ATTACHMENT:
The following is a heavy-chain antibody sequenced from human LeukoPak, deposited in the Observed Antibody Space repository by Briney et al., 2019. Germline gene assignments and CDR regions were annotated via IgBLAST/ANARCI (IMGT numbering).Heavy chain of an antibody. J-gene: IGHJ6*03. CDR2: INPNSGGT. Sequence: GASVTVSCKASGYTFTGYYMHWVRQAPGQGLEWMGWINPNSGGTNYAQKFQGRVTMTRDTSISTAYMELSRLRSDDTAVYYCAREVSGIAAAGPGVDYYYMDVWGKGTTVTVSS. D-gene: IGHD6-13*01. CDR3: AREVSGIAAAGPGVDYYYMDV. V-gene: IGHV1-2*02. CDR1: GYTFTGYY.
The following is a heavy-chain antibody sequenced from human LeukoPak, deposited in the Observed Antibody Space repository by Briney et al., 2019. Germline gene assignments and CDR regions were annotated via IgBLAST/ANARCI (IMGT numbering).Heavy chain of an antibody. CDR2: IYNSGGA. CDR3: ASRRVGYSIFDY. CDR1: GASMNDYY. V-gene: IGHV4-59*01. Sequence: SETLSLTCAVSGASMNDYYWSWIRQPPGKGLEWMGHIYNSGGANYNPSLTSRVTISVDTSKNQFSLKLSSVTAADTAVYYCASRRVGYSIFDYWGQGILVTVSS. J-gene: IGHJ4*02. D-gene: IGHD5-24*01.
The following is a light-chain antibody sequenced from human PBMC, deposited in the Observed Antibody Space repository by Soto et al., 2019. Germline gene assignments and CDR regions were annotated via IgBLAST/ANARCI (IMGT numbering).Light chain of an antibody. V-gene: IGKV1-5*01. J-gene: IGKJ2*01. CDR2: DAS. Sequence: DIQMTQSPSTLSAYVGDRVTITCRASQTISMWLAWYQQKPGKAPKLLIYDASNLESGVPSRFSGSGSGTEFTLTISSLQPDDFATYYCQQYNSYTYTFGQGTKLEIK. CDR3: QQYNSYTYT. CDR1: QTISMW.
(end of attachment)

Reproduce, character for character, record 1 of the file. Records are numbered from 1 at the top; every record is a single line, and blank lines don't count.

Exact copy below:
The following is a heavy-chain antibody sequenced from human LeukoPak, deposited in the Observed Antibody Space repository by Briney et al., 2019. Germline gene assignments and CDR regions were annotated via IgBLAST/ANARCI (IMGT numbering).Heavy chain of an antibody. J-gene: IGHJ6*03. CDR2: INPNSGGT. Sequence: GASVTVSCKASGYTFTGYYMHWVRQAPGQGLEWMGWINPNSGGTNYAQKFQGRVTMTRDTSISTAYMELSRLRSDDTAVYYCAREVSGIAAAGPGVDYYYMDVWGKGTTVTVSS. D-gene: IGHD6-13*01. CDR3: AREVSGIAAAGPGVDYYYMDV. V-gene: IGHV1-2*02. CDR1: GYTFTGYY.